Now that your drivers are all updated, you can sleep better at night knowing you are getting the most out of your expensive hardware. Enjoy.

An Overview of Free Antivirus Programs – Part XI – Rising Antivirus

Rising Antivirus logo Welcome to the eleventh installment in our series on free antivirus programs. Be sure to also see the Main Overview, which contains links to all the separate reviews.

Up for review today is Rising Antivirus 2009 (version 21.24.20).

Product link: Rising Antivirus Free Edition

Rising Antivirus is a relatively new competitor in the free-antivirus arena. Based in Beijing, Rising does not yet have the big reputation in the West that other security programs enjoy, but that doesn’t mean it sucks. Google thinks highly enough of Rising Antivirus to bundle it with Google Pack China, so let’s see how it compares.

Installation

At just over a whopping 60 MB, Rising Antivirus 2009 is one of the heftiest downloads in this series, topping even the latest version of AVG by a few megs. Fortunately, no registration, serial number, or activation is required. Just download and install. Some other free antivirus products could learn from this model.

During installation, you can select components to keep or remove. We applaud the inclusion of an automatic USB Flash Disk scanner. Make sure that box is checked.

Rising Flash Disk Auto Scan (install)

A reboot is recommended after install. Once rebooted, Rising will finalize its setup process and do an initial memory scan. During post-install, you have the option to join Rising Cloud Security (helps them more quickly contain a new malware outbreak). It’s better for the Internet in general to participate, but the option is yours. I read the privacy notice and didn’t see anything alarming.

For the record, I’ve installed Rising on everything from Windows 2000 to Windows 7 without problems. It even works on Server 2008.

Interface

Rising Antivirus 2009 has a slick, dark interface. Here’s the main screen, featuring tabs across the top and buttons for common actions at the bottom:

Rising Antivirus - Main

I appreciate the ability to change the Running Mode from Standard to Silent. The fewer interruptions an antivirus program provides, the better.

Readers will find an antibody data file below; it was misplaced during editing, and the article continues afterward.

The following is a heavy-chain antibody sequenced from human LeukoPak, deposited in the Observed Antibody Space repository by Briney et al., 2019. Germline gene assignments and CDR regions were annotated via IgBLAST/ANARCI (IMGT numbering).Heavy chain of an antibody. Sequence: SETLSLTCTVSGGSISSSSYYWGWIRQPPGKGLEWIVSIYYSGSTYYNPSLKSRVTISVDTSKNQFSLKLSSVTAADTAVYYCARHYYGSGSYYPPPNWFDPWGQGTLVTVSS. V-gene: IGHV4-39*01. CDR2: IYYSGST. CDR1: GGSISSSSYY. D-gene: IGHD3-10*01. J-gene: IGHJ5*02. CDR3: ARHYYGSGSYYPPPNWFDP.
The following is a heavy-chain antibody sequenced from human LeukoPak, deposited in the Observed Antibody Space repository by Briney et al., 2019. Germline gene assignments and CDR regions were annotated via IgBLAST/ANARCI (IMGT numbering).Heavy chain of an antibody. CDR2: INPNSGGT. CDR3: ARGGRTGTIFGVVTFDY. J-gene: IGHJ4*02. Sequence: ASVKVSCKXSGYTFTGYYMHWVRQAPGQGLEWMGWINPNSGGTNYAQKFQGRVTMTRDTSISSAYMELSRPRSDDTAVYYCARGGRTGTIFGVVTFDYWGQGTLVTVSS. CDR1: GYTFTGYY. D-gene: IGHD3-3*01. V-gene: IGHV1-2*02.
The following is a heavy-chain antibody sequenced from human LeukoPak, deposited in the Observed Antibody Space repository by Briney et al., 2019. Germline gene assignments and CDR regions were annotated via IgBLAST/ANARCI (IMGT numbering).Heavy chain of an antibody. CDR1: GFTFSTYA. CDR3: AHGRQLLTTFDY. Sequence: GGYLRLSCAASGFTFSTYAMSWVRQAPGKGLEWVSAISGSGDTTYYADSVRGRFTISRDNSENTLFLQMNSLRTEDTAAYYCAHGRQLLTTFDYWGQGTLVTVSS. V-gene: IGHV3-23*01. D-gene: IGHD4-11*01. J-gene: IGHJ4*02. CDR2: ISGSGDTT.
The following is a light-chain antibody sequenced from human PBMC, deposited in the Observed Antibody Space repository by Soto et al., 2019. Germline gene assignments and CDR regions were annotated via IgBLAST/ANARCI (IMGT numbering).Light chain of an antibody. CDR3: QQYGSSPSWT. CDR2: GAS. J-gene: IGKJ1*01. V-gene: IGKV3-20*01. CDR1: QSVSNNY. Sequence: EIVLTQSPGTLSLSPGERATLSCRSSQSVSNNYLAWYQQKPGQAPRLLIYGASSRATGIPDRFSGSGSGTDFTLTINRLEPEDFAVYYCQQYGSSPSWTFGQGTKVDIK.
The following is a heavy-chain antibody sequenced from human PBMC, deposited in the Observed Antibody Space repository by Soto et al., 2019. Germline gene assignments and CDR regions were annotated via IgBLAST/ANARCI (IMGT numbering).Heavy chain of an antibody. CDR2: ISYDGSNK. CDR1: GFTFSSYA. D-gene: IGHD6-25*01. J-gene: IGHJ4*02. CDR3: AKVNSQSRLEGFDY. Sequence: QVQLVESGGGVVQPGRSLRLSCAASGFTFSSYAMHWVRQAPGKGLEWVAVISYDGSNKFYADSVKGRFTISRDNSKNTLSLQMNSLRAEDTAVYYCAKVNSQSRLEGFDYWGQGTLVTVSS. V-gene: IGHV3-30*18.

Rising Silent Running Mode

Updating

To check for updates manually, just mash the big Update button on the main screen. Like any antivirus program worth its salt, Rising Antivirus includes an automatic update feature. You can adjust any additional Updating parameters by going to Settings – Schedule SmartUpdate.

Rising - Scheduled SmartUpdate

To make sure the updates do not interrupt you or break any full-screen applications, be sure to check the box next to Silent SmartUpdate.

Footprint and Scanning

Rising’s resident scanner occupies roughly 8 MB of RAM on my machine. When I trigger a full scan, the memory usage crept upwards of 50 MB – not the lightest program I’ve tested, but not terrible (unless you scan your computer every two hours). Most importantly, my system feels responsive even during a full scan – a subjective test, but an important one.

Rising offers two main types of scan: a Quick Scan and a Full/Custom Scan. The Quick Scan took mere minutes to run on my machine, whereas the Full Scan allows much more control over which disks and directories to scan, including scanning of memory and the boot sector.

Rising Antivirus - Custom Scan

In prior reviews, I calculated how long it took to run a full scan. Since it has been a year since my last entry in this series and the contents of my disks have changed drastically, that test no longer has a valid basis for comparison. Suffice to say that in my subjective testing, Rising’s scanning speed seems comparable to its competitors.

Types of Protection

Rising is similar to both AVG and Avast in that it scans for viruses and spyware, but does not include a personal firewall. Main features include:

  • On-access and on-demand scanners
  • Spyware detection, blocking, and removal (includes rootkit detection)
  • E-mail monitor (POP3/SMTP)
  • USB Flash, CD/DVD, and Network Drive monitor (Nice!)
  • Embedded Scan (protects Instant Messengers and Download Managers)
  • Web Trojan Defense
  • Malicious Behavior Interceptor (watches for program changes)

Like most antivirus programs, Rising includes a right-click targeted scan in the Explorer contextual menu. When performing a targeted scan, Rising will quickly scan the file or folder, then display the results. Dismissing the results screen exits the program. Not bad, but I still prefer Avast’s method of handling targeted scans – if nothing is detected, the program automatically exits. Why waste a click?

One handy feature is the Audit option. At a glance, Rising will share just how protected it thinks your computer is, based on its own features. There’s not a ton of information, but it will let you know if you have a deficiency, such as not scanning for a while.

Rising Antivirus - Audit

EICAR Test

Here is a link where you can download a harmless test file that should be detected as malicious by antivirus programs. As I’ve mentioned before, it is NOT a real virus. In order to test the functionality of a program, I download the EICAR test file to my desktop and start counting to see how long it takes the antivirus program to find it. Sooner is always better than later. Let’s see how Rising handles it.

Rising Antivirus - EICAR